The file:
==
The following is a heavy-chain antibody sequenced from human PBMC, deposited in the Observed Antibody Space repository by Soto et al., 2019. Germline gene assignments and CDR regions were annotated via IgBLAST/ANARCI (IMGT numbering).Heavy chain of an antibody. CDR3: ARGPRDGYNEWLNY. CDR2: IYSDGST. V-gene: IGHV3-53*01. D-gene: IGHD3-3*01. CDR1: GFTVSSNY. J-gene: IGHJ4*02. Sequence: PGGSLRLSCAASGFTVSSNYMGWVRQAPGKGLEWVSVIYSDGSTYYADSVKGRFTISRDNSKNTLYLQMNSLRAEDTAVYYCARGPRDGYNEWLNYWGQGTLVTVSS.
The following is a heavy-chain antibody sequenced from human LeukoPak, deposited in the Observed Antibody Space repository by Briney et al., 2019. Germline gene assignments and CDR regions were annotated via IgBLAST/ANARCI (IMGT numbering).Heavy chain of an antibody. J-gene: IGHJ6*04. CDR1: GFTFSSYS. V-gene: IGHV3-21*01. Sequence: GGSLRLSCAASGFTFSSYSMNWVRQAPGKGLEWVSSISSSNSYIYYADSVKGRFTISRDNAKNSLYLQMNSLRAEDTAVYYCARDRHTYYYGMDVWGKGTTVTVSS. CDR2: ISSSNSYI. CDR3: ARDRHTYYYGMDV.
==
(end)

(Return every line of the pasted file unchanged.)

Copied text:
The following is a heavy-chain antibody sequenced from human PBMC, deposited in the Observed Antibody Space repository by Soto et al., 2019. Germline gene assignments and CDR regions were annotated via IgBLAST/ANARCI (IMGT numbering).Heavy chain of an antibody. CDR3: ARGPRDGYNEWLNY. CDR2: IYSDGST. V-gene: IGHV3-53*01. D-gene: IGHD3-3*01. CDR1: GFTVSSNY. J-gene: IGHJ4*02. Sequence: PGGSLRLSCAASGFTVSSNYMGWVRQAPGKGLEWVSVIYSDGSTYYADSVKGRFTISRDNSKNTLYLQMNSLRAEDTAVYYCARGPRDGYNEWLNYWGQGTLVTVSS.
The following is a heavy-chain antibody sequenced from human LeukoPak, deposited in the Observed Antibody Space repository by Briney et al., 2019. Germline gene assignments and CDR regions were annotated via IgBLAST/ANARCI (IMGT numbering).Heavy chain of an antibody. J-gene: IGHJ6*04. CDR1: GFTFSSYS. V-gene: IGHV3-21*01. Sequence: GGSLRLSCAASGFTFSSYSMNWVRQAPGKGLEWVSSISSSNSYIYYADSVKGRFTISRDNAKNSLYLQMNSLRAEDTAVYYCARDRHTYYYGMDVWGKGTTVTVSS. CDR2: ISSSNSYI. CDR3: ARDRHTYYYGMDV.